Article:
Glen Noe, Taynuilt, Argyll & Bute
Land use: 20 ha of upland hill ground, managed for sheep production and commercial deer stalking.
*** Woodland Carbon Code PIUs are currently for sale for this project ***
The aim of planting was to create a mosaic of diverse, native woodland within a remote Highland glen with very little existing tree cover. In addition to improving biodiversity, the family wanted to create a long-lasting legacy by influencing the return of native Caledonian Scots Pine and Oak/Birch woodland to the glen for the enjoyment of all. The woodland must also:
- Take into account ancient woodland habitats designated as a SSSI/SAC nearby
- Create habitat suitable for improving the prey base for golden eagle (e.g. black grouse) as the glen is within a SPA
- Contain a productive element, providing wood products in the future and an alternative fuel source for the estate
How we addressed this:
We secured funding for this scheme through the Forestry Grant Scheme https://forestry.gov.scot/support-regulations/forestry-grants and Woodland Carbon Code.
Approximately 20 hectares was planted with trees native to Scotland, predominantly comprising native Caledonian Scots Pine (NSP), Silver Birch and Sessile Oak. In addition, Downy Birch, Alder, Rowan, Bird Cherry, Hazel, willows, Juniper, Hawthorn and Aspen have been planted at a low density around woodland margins and key riparian zones to protect important habitats and further improve local biodiversity.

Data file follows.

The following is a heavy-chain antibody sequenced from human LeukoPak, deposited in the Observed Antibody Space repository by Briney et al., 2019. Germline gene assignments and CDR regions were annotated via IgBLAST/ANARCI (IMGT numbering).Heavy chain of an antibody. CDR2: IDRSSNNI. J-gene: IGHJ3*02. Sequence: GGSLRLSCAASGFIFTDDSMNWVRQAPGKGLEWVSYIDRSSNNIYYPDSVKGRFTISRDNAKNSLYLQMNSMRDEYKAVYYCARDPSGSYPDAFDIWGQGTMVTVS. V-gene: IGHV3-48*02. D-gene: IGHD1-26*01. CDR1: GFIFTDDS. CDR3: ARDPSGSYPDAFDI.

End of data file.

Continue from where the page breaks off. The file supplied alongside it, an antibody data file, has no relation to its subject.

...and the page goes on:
When designing the woodland, conservation designations, existing flora and fauna, breeding birds, deep peat, views from the local area and continuing use of the estate for sheep production and deer stalking were also considered. Golden eagles were of primary importance and consideration was made for them in the short-term by ensuring that there was no disturbance during operations and in the long-term by creating a habitat that will, in time, improve potential prey resources.
The woodland will be managed using a LISS (Low Intervention Silvicultural System) and will not be felled, remaining into perpetuity. This style of woodland management will maximise species and structural diversity, providing a more resilient woodland in relation to climate change, pests, diseases and extreme weather events.
Over time, the woodland will deliver a range of benefits by;
- Commencing the return of native Caledonian Scots pine and Oak/Birch woodland to the glen, benefitting ecosystems, native species and the landscape character to all who visit
- Sequestering carbon, contributing towards Scotland’s climate change targets
- Providing important shelter and cover for both deer and sheep
Glen Noe native woodland, planted 2018. All images JDM Woodland Management Ltd.